Political sausage machine; LONG PIG by Alex Berry, Cape pounds 10.99

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SET IN Los Angeles at the end of the 1980s, but narrated in 1994, Long Pig revolves around the relationship between Jim Tickell, a maverick televangelist, and Alex Berry, a "freshly hatched utopian" just graduated from business school at the University of Southern California. Tickell is wealthy and established while Berry is unknown, poor but unusually inventive; the two men are brought together into an unlikely partnership. The result of their cooperation is the Humpty Dumpster, an eco-friendly contraption which ends up, after much experimentation, "making its own electricity, cleaning up the community it's in, recycling its waste, [and] producing tasty, nutritious, gourmet-quality meat products". The resulting publicity is widespread and wholly positive. The profits are impressive; California champions Tickell and Berry ambiguously muses that "the God behind all the good in the world, the movement that shapes life's direction, crouched behind the jackpot of this transaction."

When Nelda, Tickell's wife, seduces Berry, the muddling influence of uncontrollable human desire begins to complicate the neatly laid-out business arrangements. Berry's comfortable and naive moral outlook is challenged, as is his view of himself. It is precisely at this point, predictably enough, that everything goes horribly wrong: at a brunch organised to promote and sell both the Humpty Dumpster, and the tasty sausages to which it gives birth, everyone comes down with food poisoning.

It would be easy for Long Pig to sink into cliche from this point: cult religious leader is discovered to be corrupt; young idealist learns about the real world the hard way. But while Tickell does indeed turn out to be corrupt, and Berry does enter the world of adulthood with a severe headache, the book uses this thematic progression to explore much broader matters, such as the complicating influence of Evangelical religion on American politics, the unthinking compulsiveness of consumer capitalism, the comedy of human relations and, most importantly perhaps, the absolute penetration of all areas of private life made possible by modern technology.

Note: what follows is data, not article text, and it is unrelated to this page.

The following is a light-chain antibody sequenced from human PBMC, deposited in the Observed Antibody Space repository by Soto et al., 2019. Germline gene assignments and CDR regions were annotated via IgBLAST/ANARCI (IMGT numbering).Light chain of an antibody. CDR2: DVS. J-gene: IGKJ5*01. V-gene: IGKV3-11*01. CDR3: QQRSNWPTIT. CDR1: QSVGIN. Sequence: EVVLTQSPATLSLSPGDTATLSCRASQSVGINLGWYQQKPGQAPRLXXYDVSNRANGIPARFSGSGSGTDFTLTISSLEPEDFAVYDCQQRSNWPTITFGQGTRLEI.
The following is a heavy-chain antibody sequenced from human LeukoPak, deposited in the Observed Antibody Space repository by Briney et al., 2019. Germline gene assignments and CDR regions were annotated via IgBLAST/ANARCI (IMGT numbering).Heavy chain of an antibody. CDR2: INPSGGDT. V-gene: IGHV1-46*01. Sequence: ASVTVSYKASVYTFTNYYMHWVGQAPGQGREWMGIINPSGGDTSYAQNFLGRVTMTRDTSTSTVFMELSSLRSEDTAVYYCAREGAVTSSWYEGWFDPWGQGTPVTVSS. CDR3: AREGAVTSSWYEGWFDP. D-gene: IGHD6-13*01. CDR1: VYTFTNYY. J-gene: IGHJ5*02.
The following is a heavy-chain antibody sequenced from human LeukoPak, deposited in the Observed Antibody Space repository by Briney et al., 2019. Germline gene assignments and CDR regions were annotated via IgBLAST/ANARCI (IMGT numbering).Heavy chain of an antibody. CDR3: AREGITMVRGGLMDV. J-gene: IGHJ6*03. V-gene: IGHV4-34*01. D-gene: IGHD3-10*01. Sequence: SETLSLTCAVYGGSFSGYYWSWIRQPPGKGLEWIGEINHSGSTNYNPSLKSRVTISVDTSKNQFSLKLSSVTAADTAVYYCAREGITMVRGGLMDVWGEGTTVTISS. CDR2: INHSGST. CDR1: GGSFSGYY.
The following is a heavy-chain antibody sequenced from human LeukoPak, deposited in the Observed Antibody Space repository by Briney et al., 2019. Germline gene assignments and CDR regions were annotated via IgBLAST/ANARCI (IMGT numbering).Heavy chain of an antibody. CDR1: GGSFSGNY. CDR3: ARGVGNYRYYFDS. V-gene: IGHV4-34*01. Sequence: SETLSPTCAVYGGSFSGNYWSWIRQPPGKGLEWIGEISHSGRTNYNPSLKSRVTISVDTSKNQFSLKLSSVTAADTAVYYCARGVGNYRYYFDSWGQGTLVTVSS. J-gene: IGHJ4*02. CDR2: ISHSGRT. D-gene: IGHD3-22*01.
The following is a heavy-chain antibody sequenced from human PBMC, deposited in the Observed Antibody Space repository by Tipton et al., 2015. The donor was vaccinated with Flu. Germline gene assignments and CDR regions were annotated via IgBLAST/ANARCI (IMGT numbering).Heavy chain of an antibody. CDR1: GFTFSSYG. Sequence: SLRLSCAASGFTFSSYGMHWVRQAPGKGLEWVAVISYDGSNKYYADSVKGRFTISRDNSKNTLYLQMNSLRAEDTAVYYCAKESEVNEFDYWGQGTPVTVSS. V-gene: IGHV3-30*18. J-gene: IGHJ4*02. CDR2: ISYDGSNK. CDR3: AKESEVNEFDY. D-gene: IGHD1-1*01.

The obsession with secret observation and recording for political ends smacks of William Burroughs, and there is an obvious Nabokovian parallel to be drawn, between the novelist as intruder in and manipulator of the lives of his characters and the role of the narrator. This sort of parallel keeps theorists and postmodernists excitedly awake into the early hours, and has ruined a thousand novels, but in this instance don't let it put you off. The authorial self-consciousness in Long Pig never becomes unbearable.

The presentation of the uses and abuses of modern spying equipment is at its most provocative when it provides a perverted angle on the sex- scenes - we are aware that every act is being filmed, and is in turn being watched on film by the narrator (just as we read it on the page). These scenes, incidentally, prove that sex in literature after Aids can be just as stimulating and inventive as it has always been.